If you missed the first edition of the transfer portal tracker you can find it right here. It has an explanation of the rating system used so I’m not going to repeat it here. No time. A score of approximately 60.0 is generally the lower limit for a transfer who you should expect to come in and be a starter/heavy depth player.
Washington’s Portal Haul
It has been a very busy last 10 days in the portal since my last update. I had about 15 names to watch for the Huskies at that time and 6 of them ended up signing with Washington on Wednesday. A 7th name that was off the radar ended up signing on Thursday. I’d like to take credit for the success rate as some type of great achievement but some of them, like Germie Bernard, had very obvious ties to Washington and some, like Joe Moore III, had tweeted out UW’s interest to put them on my radar. Still, a good first showing for the inaugural Husky Watch tracker.
Now we get to take stock of how well Washington actually did (they could still add more via the portal but the vast majority should be done now). Based both on my rankings and the profile of the players I think we can break down the adds into 4 tiers.
INSTANT STARTER- Oklahoma State CB Jabbar Muhammad (77.2 grade)
There’s no question that the latest and stealthiest of UW’s acquisitions is also the most important. Muhammad started every game for a team that was ranked for much of the season and made Honorable Mention All-Big 12. He tied for the 3rd best coverage grade at Pro Football Focus among Big 12 cornerbacks. That total would’ve been 5th in the Pac-12 just behind likely future 1st round pick, Christian Gonzalez from Oregon. Muhammad is the one player UW brought in who was a clear above average starter at a power conference level and should be able to step in with no concern about projecting as at least an average starter for Washington. And that it comes at the position of greatest concern for Washington heading into the offseason is a nice extra bonus.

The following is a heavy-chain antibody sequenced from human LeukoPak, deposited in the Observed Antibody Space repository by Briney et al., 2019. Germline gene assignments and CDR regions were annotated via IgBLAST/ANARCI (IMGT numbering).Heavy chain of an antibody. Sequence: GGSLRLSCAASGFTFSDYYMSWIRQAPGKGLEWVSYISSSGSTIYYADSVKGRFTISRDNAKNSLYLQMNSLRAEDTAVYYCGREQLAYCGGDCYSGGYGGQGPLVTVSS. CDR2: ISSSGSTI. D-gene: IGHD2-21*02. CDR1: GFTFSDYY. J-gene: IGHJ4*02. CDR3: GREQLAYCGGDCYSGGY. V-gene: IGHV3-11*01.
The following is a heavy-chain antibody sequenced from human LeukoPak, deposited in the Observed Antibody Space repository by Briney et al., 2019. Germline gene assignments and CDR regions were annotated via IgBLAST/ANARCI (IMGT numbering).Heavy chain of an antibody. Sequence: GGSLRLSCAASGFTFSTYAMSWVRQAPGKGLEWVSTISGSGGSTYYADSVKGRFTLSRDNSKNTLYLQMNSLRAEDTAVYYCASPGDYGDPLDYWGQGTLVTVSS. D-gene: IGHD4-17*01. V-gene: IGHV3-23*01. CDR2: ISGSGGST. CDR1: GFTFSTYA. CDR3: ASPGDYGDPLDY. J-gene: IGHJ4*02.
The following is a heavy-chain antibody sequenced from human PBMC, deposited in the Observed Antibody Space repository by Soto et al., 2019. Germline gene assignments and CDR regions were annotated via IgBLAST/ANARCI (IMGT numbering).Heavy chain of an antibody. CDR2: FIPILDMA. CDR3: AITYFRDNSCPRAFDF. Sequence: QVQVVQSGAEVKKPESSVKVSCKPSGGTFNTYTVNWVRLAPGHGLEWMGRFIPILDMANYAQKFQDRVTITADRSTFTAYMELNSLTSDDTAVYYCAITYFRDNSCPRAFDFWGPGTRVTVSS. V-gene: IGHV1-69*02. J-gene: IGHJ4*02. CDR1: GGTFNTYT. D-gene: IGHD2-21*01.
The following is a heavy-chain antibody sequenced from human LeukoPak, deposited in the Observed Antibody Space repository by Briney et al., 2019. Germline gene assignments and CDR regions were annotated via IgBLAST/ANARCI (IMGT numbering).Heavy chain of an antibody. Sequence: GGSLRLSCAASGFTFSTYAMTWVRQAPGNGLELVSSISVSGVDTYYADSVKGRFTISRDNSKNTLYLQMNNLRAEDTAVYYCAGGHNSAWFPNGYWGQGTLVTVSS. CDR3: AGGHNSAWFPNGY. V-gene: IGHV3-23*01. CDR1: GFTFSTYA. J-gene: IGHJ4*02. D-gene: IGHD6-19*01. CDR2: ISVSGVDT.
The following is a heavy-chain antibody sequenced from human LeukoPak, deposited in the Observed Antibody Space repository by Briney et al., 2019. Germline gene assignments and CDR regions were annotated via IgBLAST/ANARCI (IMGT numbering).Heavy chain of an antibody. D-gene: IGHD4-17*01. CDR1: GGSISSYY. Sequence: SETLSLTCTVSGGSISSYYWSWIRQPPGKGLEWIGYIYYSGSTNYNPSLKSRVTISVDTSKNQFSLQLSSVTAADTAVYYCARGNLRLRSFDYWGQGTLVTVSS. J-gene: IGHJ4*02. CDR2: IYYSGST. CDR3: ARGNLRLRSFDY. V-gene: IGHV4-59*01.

YOUNG BUT TALENTED- Arizona State RB Daniyel Ngata (75.7) and Michigan State WR Germie Bernard (71.6)
Ngata has 2 extra years in college than Bernard but the fact remains these are a pair of mid-4-star skill position players who didn’t get the chance to start at their previous school. At Arizona State the last 2 years Ngata played behind a 2nd team and 1st team all-conference player at running back. That means he could be pretty darn good and still not have gotten as many carries as he would at most programs. Their running style isn’t the same but Ngata’s production to this point in his career is almost identical to Sean McGrew at the same stage. If Ngata can come in and at a minimum match McGrew then I think Dawg fans will be happy with the pickup.
Bernard is of course an interesting case because of the whole commitment, de-commitment, play each other, transfer back, play each other again element which almost certainly is unique in early portal history. Even though Bernard didn’t start as a true freshman he still played about 5x as many snaps as you’d expect for the average first-year player. He didn’t show anything in his time at Michigan State to suggest he can’t be the high level contributor we expected when he initially signed with UW last December. Especially given how Deboer and Grubb’s system seemingly elevated the play of Odunze, McMillan, and Polk.